Facebook begins limiting Messenger forwarding in Myanmar
In a blog post this evening, Facebook pulled back the curtains on a few of its efforts to curb hate speech and other content that runs afoul of its community guidelines. The brief arrives roughly a month after the social network published its latest Community Standards Enforcement Report, in which it revealed that its automated tools now proactively detect 96.8% of certain categories of prohibited content before humans spot it.
The Menlo Park tech giant says it’s taking additional steps to address virility and reduce the spread of messages that can “amplify” and “exacerbate” conflict. To this end in Sri Lanka, following Facebook-owned WhatsApp’s decision earlier this year to reduce forwarded messages globally, Facebook says it’s imposed a similar restriction in Messenger that’s intended to prevent message sharing beyond a certain threshold of chat threads (five people).
Last February, WhatsApp took steps to tackle misinformation ahead of national elections in India, one of Facebook’s largest markets with over 200 million users. The app has been blamed for inciting violence that cost dozens of lives and contributing to ethnic violence, and for spreading hateful and racist messages about prominent political figures.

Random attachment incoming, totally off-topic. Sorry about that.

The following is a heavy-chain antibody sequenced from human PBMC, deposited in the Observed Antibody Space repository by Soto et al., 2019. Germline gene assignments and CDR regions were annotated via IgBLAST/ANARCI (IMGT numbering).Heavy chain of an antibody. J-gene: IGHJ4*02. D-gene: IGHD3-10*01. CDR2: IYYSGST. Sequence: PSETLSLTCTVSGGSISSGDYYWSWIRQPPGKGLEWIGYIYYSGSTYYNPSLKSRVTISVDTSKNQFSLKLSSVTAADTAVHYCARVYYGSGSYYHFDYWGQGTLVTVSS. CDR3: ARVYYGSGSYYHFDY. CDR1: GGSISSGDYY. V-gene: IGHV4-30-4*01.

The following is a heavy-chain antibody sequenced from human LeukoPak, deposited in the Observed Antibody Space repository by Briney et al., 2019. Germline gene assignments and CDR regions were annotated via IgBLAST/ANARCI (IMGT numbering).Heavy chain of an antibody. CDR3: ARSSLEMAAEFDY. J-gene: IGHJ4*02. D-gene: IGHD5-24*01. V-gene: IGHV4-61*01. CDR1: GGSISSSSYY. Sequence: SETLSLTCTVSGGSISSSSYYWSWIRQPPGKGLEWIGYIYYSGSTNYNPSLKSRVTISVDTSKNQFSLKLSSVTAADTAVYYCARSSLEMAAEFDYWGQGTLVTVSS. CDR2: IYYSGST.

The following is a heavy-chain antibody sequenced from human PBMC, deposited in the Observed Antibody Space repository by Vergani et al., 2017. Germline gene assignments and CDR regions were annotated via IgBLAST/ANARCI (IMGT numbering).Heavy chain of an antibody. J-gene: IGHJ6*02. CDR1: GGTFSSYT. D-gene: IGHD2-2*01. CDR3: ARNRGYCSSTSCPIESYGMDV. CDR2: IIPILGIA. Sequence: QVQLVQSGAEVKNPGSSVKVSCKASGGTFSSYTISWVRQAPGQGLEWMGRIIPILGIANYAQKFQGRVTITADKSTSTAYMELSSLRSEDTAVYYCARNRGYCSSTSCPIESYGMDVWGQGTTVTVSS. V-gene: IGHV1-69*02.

Meanwhile, in Myanmar, Facebook says it’s started reduce the distribution of content shared by users who have “demonstrated a pattern of posting content that violates [its] Community Standards.” If the policy proves successful in mitigating harm, Facebook says that it might introduce it in other countries.
Facebook reiterated that it’s increasingly using AI to detect abusive speech by adding memes and graphics that violate its policies to a photo bank, so that they’re automatically deleted in similar posts. The company also says that it’s identifying clusters of words i.e., graphs that might be used in hateful and offensive ways, and that it’s tracking how those clusters vary over time and geography to stay ahead of local trends.
Additionally, Facebook says that it’s leveraging AI to recognize posts that might contain graphic violence and potentially violent or dehumanizing comments in order to limit their spread. Facebook in May claimed that it now identifies 65% of the more than four million hate speech posts removed each quarter thanks to AI, up from 24% just over a year ago and 59% in Q4 2018.